I tried just about every medication and med combo available, but nothing really worked. They probably didn’t work because I was also self-medicating with all sorts of drugs and alcohol. I actually told my psychiatrist about the drugs I was using. I often went to our appointments high. He did nothing about it except ask me not to do that again. Of course I didn’t listen to him. There were also some medications that caused me to gain weight. One med caused an 80 pound weight gain, yet he never mentioned that it was an issue at any of our appointments. Now, as an adult, I’m surprised and disappointed that he never informed my parents about my drug use or the side effects such as weight gain. It never seemed as if that psychiatrist at that time cared about my well-being.
I left high school after my sophomore year and went to college at the age of 16. The college was meant for “younger scholars”. I did meet some great friends there who I’m still friends with now, but I also started using more drugs. The actual school part was not a problem. I still did well in my classes, but I stopped caring about school in general. I only lasted one year at that school before dropping out. School was interfering with my drug use, and my mental health was a huge endeavor. I couldn’t do it all, so I left college and eventually got my GED, since I left high school before graduating.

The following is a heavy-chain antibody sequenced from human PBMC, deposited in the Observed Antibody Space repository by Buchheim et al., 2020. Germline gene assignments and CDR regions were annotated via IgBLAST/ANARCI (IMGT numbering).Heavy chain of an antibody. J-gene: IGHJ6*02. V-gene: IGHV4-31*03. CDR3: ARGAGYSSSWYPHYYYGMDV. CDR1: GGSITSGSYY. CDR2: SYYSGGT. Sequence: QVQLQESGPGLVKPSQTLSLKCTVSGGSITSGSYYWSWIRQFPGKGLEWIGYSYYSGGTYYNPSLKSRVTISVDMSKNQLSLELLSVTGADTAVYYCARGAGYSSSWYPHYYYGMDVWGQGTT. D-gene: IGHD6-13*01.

I think that the biggest reason that every attempt to stabilize my mental health didn’t work when I was younger was because of my drug and alcohol abuse. I don’t know how to use anything in moderation. I could never have a drink, I would have a bottle. I couldn’t take just one hit; I had to smoke the whole thing. Even if I was doing well, the drug use would screw me up completely. I also didn’t work very hard on my mental health, I didn’t care very much. Now that I know how much of a difference I can make on my own mental health, I take responsibility for my teenage years being mostly a disaster.
I was talking to my husband this morning, we were having a conversation about something and then suddenly I changed the subject. I thought he was following along with me, I thought he understood, but apparently I just started talking about something completely different with no notice. My brain was thinking too fast; there was no way for anyone to keep up with what I was saying. I was going from one subject to another, just a single word would trigger a different thought process and then I would be off on that new subject. I spent about 10 minutes just trying to explain how I got to the new topic I was on, and then I had to explain exactly what it was that I was talking about.
I’m not so sure if my husband will ever really understand how my brain works. How is anyone supposed to understand something that they are not themselves? No matter how much someone studies the bipolar disorder, I don’t think they will every really understand what it’s like to live with this illness. That is why support groups are so important; they bring people together who live with the same diagnoses. Support groups provide comfort and understanding that cannot come from people who do not have the bipolar diagnosis. This doesn’t mean that people without bipolar cannot support us. I have several people who support me. My family especially is very accepting of my diagnosis and they do the best they can to understand what I’m going through. It means so much to me that my family cares considerably, I’m extremely lucky.